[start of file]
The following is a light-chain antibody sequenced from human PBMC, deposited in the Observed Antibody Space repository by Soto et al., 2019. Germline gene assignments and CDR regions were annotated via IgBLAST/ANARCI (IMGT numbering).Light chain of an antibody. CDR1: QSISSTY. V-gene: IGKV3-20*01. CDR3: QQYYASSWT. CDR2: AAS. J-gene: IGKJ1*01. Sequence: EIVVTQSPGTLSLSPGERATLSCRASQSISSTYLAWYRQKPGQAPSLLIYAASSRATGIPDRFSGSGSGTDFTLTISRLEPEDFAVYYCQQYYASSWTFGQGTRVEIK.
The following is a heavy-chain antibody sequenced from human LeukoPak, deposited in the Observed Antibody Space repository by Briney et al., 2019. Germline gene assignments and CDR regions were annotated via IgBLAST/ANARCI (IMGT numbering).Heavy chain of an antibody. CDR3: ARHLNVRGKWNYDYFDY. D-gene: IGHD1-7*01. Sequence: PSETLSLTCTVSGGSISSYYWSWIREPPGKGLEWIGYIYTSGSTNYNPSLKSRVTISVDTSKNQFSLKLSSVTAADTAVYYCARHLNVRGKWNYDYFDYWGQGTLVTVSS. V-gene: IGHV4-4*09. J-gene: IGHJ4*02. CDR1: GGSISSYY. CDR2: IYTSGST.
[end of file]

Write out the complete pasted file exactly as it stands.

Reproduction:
The following is a light-chain antibody sequenced from human PBMC, deposited in the Observed Antibody Space repository by Soto et al., 2019. Germline gene assignments and CDR regions were annotated via IgBLAST/ANARCI (IMGT numbering).Light chain of an antibody. CDR1: QSISSTY. V-gene: IGKV3-20*01. CDR3: QQYYASSWT. CDR2: AAS. J-gene: IGKJ1*01. Sequence: EIVVTQSPGTLSLSPGERATLSCRASQSISSTYLAWYRQKPGQAPSLLIYAASSRATGIPDRFSGSGSGTDFTLTISRLEPEDFAVYYCQQYYASSWTFGQGTRVEIK.
The following is a heavy-chain antibody sequenced from human LeukoPak, deposited in the Observed Antibody Space repository by Briney et al., 2019. Germline gene assignments and CDR regions were annotated via IgBLAST/ANARCI (IMGT numbering).Heavy chain of an antibody. CDR3: ARHLNVRGKWNYDYFDY. D-gene: IGHD1-7*01. Sequence: PSETLSLTCTVSGGSISSYYWSWIREPPGKGLEWIGYIYTSGSTNYNPSLKSRVTISVDTSKNQFSLKLSSVTAADTAVYYCARHLNVRGKWNYDYFDYWGQGTLVTVSS. V-gene: IGHV4-4*09. J-gene: IGHJ4*02. CDR1: GGSISSYY. CDR2: IYTSGST.